This is a manometer. It’s just a plastic U-tube half-filled with coloured water. Attach one end to the gas tap. The gas pressure pushes down on one side, pushing the other side up. We can say that the excess pressure over and above atmospheric pressure is supporting a column of water 4.9cm or 0.049m high. We can then use
P = hdg
to work out this pressure in Pascals .
Let h = 4.9cm or 0.049m. Look at the picture, people….
The density of water is 1000kg/m³ and g is about 10m/s²
so, excess pressure, P, over and above atmospheric pressure
P = 0.049 x 1000 x 10 =490Pa
Not difficult, is it? Thanks, Sheikha…
The weight of air above us is quite another matter, however. Let the air above us be just over 8km high and of uniform density of 1.2kg/m³. It isn’t, of course, the further up we go, the less dense the air, but the atmosphere extends to, well, space at a height of about 100km, so if it was of uniform density, it’d be about five miles or 8km high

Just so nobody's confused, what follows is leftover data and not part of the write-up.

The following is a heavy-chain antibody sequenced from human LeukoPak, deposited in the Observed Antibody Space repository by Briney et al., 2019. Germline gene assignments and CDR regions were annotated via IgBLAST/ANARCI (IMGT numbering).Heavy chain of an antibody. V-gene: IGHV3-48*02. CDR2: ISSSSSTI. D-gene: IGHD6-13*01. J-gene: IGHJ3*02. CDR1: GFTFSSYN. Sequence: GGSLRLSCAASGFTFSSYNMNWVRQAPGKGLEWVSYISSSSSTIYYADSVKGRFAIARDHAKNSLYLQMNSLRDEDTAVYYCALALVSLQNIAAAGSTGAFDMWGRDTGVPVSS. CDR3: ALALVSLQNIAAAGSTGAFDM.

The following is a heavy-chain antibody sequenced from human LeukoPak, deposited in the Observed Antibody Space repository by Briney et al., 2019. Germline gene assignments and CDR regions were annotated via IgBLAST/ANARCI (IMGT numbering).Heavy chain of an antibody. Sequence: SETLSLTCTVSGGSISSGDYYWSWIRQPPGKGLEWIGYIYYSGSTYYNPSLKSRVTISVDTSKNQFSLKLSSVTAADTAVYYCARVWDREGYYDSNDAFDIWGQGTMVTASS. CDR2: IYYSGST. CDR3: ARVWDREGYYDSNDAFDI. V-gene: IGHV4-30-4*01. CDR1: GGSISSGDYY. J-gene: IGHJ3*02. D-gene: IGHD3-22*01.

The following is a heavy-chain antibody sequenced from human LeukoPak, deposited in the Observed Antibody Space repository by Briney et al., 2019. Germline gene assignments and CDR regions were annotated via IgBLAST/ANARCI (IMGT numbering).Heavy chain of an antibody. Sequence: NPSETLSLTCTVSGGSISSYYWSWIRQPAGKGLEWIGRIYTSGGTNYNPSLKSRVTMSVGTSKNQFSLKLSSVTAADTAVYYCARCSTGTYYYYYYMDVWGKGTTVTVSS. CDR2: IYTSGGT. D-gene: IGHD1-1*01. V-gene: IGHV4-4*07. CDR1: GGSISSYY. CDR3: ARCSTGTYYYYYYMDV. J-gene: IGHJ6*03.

Using P = hdg:
P = 8,000 x 1.2 x 10 = 96,000Pa – more or less 100kPa. Huge. What does this incredible pressure do to us? Well, nothing since the air in our lungs is also at this pressure, so the pressures outside and inside balance out. But, what if they didn’t? Our lungs would collapse as if an elephant had trodden on our chest! We can show what happens in the lab. Have a look at this..
The can is like a petrol can (but empty, of course!). Put a little bit of water in the bottom, open the lid and heat it with a bunsen burner. The water boils, steam driving all the air out of the can. Screw the top on quickly to prevent the air rushing back in. The pressure inside is small – it’s a partial vacuum in there. But, the air outside is still at 100kPa – look what happens to the can…